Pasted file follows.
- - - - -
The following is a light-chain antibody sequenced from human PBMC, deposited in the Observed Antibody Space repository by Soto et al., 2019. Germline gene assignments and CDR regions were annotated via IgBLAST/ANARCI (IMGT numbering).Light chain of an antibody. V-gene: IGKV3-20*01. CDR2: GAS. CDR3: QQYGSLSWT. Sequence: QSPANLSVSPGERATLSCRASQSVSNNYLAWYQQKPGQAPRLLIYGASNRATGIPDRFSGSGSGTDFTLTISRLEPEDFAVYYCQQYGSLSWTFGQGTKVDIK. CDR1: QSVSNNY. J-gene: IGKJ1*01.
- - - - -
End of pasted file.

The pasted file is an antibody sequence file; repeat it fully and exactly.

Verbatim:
The following is a light-chain antibody sequenced from human PBMC, deposited in the Observed Antibody Space repository by Soto et al., 2019. Germline gene assignments and CDR regions were annotated via IgBLAST/ANARCI (IMGT numbering).Light chain of an antibody. V-gene: IGKV3-20*01. CDR2: GAS. CDR3: QQYGSLSWT. Sequence: QSPANLSVSPGERATLSCRASQSVSNNYLAWYQQKPGQAPRLLIYGASNRATGIPDRFSGSGSGTDFTLTISRLEPEDFAVYYCQQYGSLSWTFGQGTKVDIK. CDR1: QSVSNNY. J-gene: IGKJ1*01.